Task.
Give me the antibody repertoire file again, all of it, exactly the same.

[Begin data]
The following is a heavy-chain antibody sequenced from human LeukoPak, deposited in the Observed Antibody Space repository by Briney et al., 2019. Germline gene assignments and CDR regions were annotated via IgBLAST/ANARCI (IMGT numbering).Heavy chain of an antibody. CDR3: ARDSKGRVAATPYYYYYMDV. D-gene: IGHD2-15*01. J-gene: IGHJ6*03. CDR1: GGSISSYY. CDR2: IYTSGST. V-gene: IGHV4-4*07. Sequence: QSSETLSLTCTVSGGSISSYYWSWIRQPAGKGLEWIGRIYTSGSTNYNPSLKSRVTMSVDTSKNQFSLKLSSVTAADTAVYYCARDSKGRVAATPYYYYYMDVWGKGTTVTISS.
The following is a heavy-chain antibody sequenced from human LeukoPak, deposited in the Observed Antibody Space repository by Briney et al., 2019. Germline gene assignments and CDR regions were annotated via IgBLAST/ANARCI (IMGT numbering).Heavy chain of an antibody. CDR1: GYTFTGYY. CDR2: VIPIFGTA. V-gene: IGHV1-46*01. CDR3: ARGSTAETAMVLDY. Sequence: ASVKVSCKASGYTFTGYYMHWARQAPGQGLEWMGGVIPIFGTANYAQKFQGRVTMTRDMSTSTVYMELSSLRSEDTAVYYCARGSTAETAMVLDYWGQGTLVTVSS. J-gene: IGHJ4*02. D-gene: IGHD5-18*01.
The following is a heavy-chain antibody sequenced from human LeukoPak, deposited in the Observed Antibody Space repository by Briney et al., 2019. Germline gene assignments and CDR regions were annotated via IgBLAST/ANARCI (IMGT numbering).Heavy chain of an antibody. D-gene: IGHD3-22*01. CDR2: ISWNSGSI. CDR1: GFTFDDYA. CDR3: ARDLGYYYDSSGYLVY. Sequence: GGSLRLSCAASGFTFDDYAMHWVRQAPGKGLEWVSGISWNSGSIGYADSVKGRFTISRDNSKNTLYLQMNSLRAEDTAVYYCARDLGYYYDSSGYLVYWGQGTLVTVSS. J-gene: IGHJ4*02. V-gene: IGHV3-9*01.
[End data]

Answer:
The following is a heavy-chain antibody sequenced from human LeukoPak, deposited in the Observed Antibody Space repository by Briney et al., 2019. Germline gene assignments and CDR regions were annotated via IgBLAST/ANARCI (IMGT numbering).Heavy chain of an antibody. CDR3: ARDSKGRVAATPYYYYYMDV. D-gene: IGHD2-15*01. J-gene: IGHJ6*03. CDR1: GGSISSYY. CDR2: IYTSGST. V-gene: IGHV4-4*07. Sequence: QSSETLSLTCTVSGGSISSYYWSWIRQPAGKGLEWIGRIYTSGSTNYNPSLKSRVTMSVDTSKNQFSLKLSSVTAADTAVYYCARDSKGRVAATPYYYYYMDVWGKGTTVTISS.
The following is a heavy-chain antibody sequenced from human LeukoPak, deposited in the Observed Antibody Space repository by Briney et al., 2019. Germline gene assignments and CDR regions were annotated via IgBLAST/ANARCI (IMGT numbering).Heavy chain of an antibody. CDR1: GYTFTGYY. CDR2: VIPIFGTA. V-gene: IGHV1-46*01. CDR3: ARGSTAETAMVLDY. Sequence: ASVKVSCKASGYTFTGYYMHWARQAPGQGLEWMGGVIPIFGTANYAQKFQGRVTMTRDMSTSTVYMELSSLRSEDTAVYYCARGSTAETAMVLDYWGQGTLVTVSS. J-gene: IGHJ4*02. D-gene: IGHD5-18*01.
The following is a heavy-chain antibody sequenced from human LeukoPak, deposited in the Observed Antibody Space repository by Briney et al., 2019. Germline gene assignments and CDR regions were annotated via IgBLAST/ANARCI (IMGT numbering).Heavy chain of an antibody. D-gene: IGHD3-22*01. CDR2: ISWNSGSI. CDR1: GFTFDDYA. CDR3: ARDLGYYYDSSGYLVY. Sequence: GGSLRLSCAASGFTFDDYAMHWVRQAPGKGLEWVSGISWNSGSIGYADSVKGRFTISRDNSKNTLYLQMNSLRAEDTAVYYCARDLGYYYDSSGYLVYWGQGTLVTVSS. J-gene: IGHJ4*02. V-gene: IGHV3-9*01.